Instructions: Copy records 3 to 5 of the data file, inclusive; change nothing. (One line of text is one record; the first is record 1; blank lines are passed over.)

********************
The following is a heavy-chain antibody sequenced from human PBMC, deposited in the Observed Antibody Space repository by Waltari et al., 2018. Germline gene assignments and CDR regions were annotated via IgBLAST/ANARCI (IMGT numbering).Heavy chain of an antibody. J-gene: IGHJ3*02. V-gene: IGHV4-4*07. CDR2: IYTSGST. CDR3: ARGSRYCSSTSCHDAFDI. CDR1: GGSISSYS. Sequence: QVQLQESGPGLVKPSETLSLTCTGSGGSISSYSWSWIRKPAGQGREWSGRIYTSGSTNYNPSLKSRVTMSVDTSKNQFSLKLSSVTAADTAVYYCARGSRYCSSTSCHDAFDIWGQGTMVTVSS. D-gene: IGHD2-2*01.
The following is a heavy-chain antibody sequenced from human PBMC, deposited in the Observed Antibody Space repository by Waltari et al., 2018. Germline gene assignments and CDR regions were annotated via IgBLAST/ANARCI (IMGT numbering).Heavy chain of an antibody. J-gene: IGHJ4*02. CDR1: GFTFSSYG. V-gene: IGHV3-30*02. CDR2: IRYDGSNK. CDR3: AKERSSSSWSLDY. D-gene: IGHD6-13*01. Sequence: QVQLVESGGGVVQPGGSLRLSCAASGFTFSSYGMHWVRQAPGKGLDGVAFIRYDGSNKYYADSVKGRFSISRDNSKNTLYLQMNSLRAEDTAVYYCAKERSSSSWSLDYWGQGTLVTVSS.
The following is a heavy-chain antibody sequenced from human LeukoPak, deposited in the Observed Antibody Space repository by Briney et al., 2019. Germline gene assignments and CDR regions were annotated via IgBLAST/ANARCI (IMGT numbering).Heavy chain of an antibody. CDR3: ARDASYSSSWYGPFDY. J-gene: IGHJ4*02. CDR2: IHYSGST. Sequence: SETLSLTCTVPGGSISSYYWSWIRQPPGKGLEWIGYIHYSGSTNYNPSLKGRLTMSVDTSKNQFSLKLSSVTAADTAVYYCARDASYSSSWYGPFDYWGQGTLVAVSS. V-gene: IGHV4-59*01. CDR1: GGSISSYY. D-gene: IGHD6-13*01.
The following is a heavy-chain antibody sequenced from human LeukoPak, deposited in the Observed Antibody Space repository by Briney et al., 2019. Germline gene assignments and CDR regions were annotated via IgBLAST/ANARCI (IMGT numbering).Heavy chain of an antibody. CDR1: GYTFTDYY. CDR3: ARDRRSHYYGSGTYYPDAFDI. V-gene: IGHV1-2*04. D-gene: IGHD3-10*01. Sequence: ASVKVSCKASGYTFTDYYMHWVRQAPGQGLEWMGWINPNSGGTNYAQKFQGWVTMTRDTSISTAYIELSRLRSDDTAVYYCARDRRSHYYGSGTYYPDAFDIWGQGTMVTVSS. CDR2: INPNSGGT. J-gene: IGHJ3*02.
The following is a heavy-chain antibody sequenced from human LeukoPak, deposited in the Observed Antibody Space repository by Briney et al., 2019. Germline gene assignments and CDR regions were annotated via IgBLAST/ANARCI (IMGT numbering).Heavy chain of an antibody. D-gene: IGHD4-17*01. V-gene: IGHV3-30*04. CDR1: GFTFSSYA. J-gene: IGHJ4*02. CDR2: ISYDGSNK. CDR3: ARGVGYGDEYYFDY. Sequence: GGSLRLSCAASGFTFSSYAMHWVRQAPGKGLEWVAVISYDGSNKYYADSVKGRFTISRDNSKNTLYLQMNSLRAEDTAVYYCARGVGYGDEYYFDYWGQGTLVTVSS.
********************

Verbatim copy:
The following is a heavy-chain antibody sequenced from human LeukoPak, deposited in the Observed Antibody Space repository by Briney et al., 2019. Germline gene assignments and CDR regions were annotated via IgBLAST/ANARCI (IMGT numbering).Heavy chain of an antibody. CDR3: ARDASYSSSWYGPFDY. J-gene: IGHJ4*02. CDR2: IHYSGST. Sequence: SETLSLTCTVPGGSISSYYWSWIRQPPGKGLEWIGYIHYSGSTNYNPSLKGRLTMSVDTSKNQFSLKLSSVTAADTAVYYCARDASYSSSWYGPFDYWGQGTLVAVSS. V-gene: IGHV4-59*01. CDR1: GGSISSYY. D-gene: IGHD6-13*01.
The following is a heavy-chain antibody sequenced from human LeukoPak, deposited in the Observed Antibody Space repository by Briney et al., 2019. Germline gene assignments and CDR regions were annotated via IgBLAST/ANARCI (IMGT numbering).Heavy chain of an antibody. CDR1: GYTFTDYY. CDR3: ARDRRSHYYGSGTYYPDAFDI. V-gene: IGHV1-2*04. D-gene: IGHD3-10*01. Sequence: ASVKVSCKASGYTFTDYYMHWVRQAPGQGLEWMGWINPNSGGTNYAQKFQGWVTMTRDTSISTAYIELSRLRSDDTAVYYCARDRRSHYYGSGTYYPDAFDIWGQGTMVTVSS. CDR2: INPNSGGT. J-gene: IGHJ3*02.
The following is a heavy-chain antibody sequenced from human LeukoPak, deposited in the Observed Antibody Space repository by Briney et al., 2019. Germline gene assignments and CDR regions were annotated via IgBLAST/ANARCI (IMGT numbering).Heavy chain of an antibody. D-gene: IGHD4-17*01. V-gene: IGHV3-30*04. CDR1: GFTFSSYA. J-gene: IGHJ4*02. CDR2: ISYDGSNK. CDR3: ARGVGYGDEYYFDY. Sequence: GGSLRLSCAASGFTFSSYAMHWVRQAPGKGLEWVAVISYDGSNKYYADSVKGRFTISRDNSKNTLYLQMNSLRAEDTAVYYCARGVGYGDEYYFDYWGQGTLVTVSS.